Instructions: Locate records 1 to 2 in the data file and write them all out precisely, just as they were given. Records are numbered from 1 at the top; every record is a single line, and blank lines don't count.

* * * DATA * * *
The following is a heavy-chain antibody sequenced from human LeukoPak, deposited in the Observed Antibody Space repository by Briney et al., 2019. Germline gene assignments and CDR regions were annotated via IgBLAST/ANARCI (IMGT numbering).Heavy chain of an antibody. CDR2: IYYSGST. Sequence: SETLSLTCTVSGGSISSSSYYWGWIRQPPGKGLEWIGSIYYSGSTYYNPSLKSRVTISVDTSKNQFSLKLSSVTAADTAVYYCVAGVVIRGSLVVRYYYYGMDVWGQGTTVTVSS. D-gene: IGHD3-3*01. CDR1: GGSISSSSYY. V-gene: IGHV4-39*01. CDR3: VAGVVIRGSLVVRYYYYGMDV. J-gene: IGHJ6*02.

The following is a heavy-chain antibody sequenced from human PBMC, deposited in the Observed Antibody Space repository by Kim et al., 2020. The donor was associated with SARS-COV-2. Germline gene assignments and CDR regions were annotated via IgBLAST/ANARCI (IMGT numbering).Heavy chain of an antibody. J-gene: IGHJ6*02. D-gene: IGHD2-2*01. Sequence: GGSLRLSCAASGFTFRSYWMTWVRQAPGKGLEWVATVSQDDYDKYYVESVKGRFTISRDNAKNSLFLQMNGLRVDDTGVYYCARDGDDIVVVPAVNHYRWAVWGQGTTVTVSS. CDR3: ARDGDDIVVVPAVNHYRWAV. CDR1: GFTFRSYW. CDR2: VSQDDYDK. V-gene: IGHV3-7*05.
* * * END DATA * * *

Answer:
The following is a heavy-chain antibody sequenced from human LeukoPak, deposited in the Observed Antibody Space repository by Briney et al., 2019. Germline gene assignments and CDR regions were annotated via IgBLAST/ANARCI (IMGT numbering).Heavy chain of an antibody. CDR2: IYYSGST. Sequence: SETLSLTCTVSGGSISSSSYYWGWIRQPPGKGLEWIGSIYYSGSTYYNPSLKSRVTISVDTSKNQFSLKLSSVTAADTAVYYCVAGVVIRGSLVVRYYYYGMDVWGQGTTVTVSS. D-gene: IGHD3-3*01. CDR1: GGSISSSSYY. V-gene: IGHV4-39*01. CDR3: VAGVVIRGSLVVRYYYYGMDV. J-gene: IGHJ6*02.

The following is a heavy-chain antibody sequenced from human PBMC, deposited in the Observed Antibody Space repository by Kim et al., 2020. The donor was associated with SARS-COV-2. Germline gene assignments and CDR regions were annotated via IgBLAST/ANARCI (IMGT numbering).Heavy chain of an antibody. J-gene: IGHJ6*02. D-gene: IGHD2-2*01. Sequence: GGSLRLSCAASGFTFRSYWMTWVRQAPGKGLEWVATVSQDDYDKYYVESVKGRFTISRDNAKNSLFLQMNGLRVDDTGVYYCARDGDDIVVVPAVNHYRWAVWGQGTTVTVSS. CDR3: ARDGDDIVVVPAVNHYRWAV. CDR1: GFTFRSYW. CDR2: VSQDDYDK. V-gene: IGHV3-7*05.